AMY JUST TURNED 27, and she has her first real job in New York. Amy is going to make it in the big city, but when the city gets too big she likes to come home. Home is where her dad is. And I'm where her dad is, since I'm married to him. I am Amy's stepmother, although we rarely use that title. I entered this picture so late. Amy was already graduating from college when I showed up, and Peter, Alex's son, wasn't far behind.

When you are married to a man 15 years older than you, these are just some of the things you deal with.

You deal with forgetting, really forgetting how old you are. Aren't I the kid? How in the world did I get bumped up here into the parents' generation?

Amy calls. Her plane gets in at 9. Should she meet us at the gate or the baggage claim?

When I go home, my parents always meet me at the gate.

"The gate," I say.

"Okay, great!" she says, and when she hangs up I tell Alex we'd better hurry up and get to the store.

"The store?"

Because Amy is coming home. When I go home, my mother has my favorite foods in the refrigerator. She always makes sure to pick up Granny Smith apples and Camembert cheese. We'd better get Diet Pepsi and plenty of fresh vegetables, because Amy doesn't eat meat.

This is all new for me, being part of the home that someone runs to. I'm not sure how to be, how to act. It's not that I'm nervous or even awkward around Amy. In fact, if anything, when Alex's kids come home, I turn into one of them. I sneak cigarettes with them on the porch.

Alex hates that his kids smoke. I quit decades ago. But when Amy and Peter are around, I regress. "Is your dad watching?" I'll say, as if their dad were my friends' dad, not my husband. We'll giggle and maybe even do match tricks.

"Oh, God, you're being teenagers again," Alex will say out the window. But I think it makes him happy to see how Amy and Peter and I have become such good friends.

Usually, when Amy is around, there is also Peter and a throng of their friends around, too. It usually isn't just Amy. The situation doesn't usually remind me of my mother and me.

When we pick her up at the airport, Amy looks exhausted and she desperately needs a smoke. Alex and I get her bags while she steps outside and lights up. We take her home, and when we get in the house she starts talking. Talking and talking, sitting in the big chair, shaking her head and her fists at the world and all its complications.

I am less forthright. When I go home, I am more protective of the contents of my heart. I sit on the floor behind the coffee table and tell funny stories. Well, I think they're funny. And my mom thinks they're funny. But I do sort of go on and on, now that I think about it. I do add an awful lot of extraneous detail. The attention she pays me, it must be exhausting.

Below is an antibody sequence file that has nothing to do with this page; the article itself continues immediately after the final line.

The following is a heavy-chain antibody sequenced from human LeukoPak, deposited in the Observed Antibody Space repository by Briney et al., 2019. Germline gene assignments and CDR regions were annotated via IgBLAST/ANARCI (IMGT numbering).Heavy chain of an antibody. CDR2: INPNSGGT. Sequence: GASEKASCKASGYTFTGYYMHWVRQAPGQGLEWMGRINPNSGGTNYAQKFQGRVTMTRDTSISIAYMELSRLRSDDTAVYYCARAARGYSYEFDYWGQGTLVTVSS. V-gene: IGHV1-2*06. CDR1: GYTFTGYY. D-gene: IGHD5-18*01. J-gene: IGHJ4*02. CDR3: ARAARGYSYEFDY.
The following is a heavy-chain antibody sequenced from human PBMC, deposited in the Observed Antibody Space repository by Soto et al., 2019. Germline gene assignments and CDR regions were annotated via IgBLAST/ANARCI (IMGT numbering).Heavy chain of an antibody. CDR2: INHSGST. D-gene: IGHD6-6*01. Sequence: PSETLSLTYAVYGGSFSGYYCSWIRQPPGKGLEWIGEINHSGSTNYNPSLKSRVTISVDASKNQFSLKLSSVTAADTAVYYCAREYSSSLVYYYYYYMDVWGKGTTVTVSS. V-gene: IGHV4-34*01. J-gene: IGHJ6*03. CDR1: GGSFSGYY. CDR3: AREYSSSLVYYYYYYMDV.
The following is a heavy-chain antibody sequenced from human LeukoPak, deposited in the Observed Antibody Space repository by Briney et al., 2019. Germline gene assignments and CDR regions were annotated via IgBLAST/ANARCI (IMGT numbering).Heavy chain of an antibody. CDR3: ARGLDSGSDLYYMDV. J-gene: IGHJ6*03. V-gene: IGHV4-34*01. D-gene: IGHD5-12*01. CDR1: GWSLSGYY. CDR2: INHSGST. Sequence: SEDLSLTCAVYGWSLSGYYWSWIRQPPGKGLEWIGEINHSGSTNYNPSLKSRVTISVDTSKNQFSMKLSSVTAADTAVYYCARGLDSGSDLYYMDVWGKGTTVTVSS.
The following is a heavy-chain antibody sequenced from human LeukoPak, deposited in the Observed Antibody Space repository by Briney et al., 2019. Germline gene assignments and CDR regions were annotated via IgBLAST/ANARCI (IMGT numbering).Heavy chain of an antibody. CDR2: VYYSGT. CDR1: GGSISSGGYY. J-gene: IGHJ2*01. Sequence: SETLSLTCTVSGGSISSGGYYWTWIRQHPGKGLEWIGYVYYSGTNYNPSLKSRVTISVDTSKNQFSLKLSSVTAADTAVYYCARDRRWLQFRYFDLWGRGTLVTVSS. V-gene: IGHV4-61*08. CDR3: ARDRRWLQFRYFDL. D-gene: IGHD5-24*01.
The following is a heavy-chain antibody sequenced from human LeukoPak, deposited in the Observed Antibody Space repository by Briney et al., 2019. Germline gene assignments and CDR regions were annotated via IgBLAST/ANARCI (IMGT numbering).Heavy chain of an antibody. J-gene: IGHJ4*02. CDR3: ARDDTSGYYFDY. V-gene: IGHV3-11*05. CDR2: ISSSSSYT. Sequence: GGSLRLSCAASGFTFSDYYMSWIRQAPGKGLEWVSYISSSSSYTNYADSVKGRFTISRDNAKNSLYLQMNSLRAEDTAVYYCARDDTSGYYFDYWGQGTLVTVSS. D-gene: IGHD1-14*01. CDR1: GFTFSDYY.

I never realized how exhausting it must be.

"I'm so tired," I tell Amy. "I'm sorry." And what does she want to do all weekend? Does she want to go shopping? Does she want to go for a hike? How should I plan our time? Should I plan our time? Does my mother plan our time?

I wonder if my mother has other stuff to do when I come home. Truth be told, I really need to get my zinnias in tomorrow; I'm so late. And I have this book deadline. If I don't knock off a chapter this weekend, I'll never have this thing done by fall.

I can't actually picture too much of what my mother does when I come home. All I know is she is there. I think I spend a lot of time off by myself listening to loud music. Is she waiting for my cue?

I wonder this because Amy spends much of the next day in her room, listening to loud music. I have all the time in the world to work on my chapter, and plant my zinnias, too. But is this the right thing to do? Is Amy bored? I am waiting for a cue.

She joins me in the garden that evening, asks if I want help.

"That's okay," I say. Because the last thing I would want to do is help my mother weed.

"Do you think I should call Chris?" she asks. Her boyfriend from high school.

"Absolutely," I say. "I think you should surround yourself with adoring men."

"Cool!" she says, and calls him. But he's away for the weekend. Bummer.

"Do you want to listen to music with me?" she asks.

"Of course," I say. In fact, I'll do whatever she wants. Because this is her time, not mine. Going home, it's my time, not my mother's. It's my life, not my mother's. This is just what it is to be a daughter. This is the invisible, wondrous gift.

This is the circle my mother started. This is my model. And so, in a way, this is my mother's gift to Amy, too.

Jeanne Marie Laskas's e-mail address is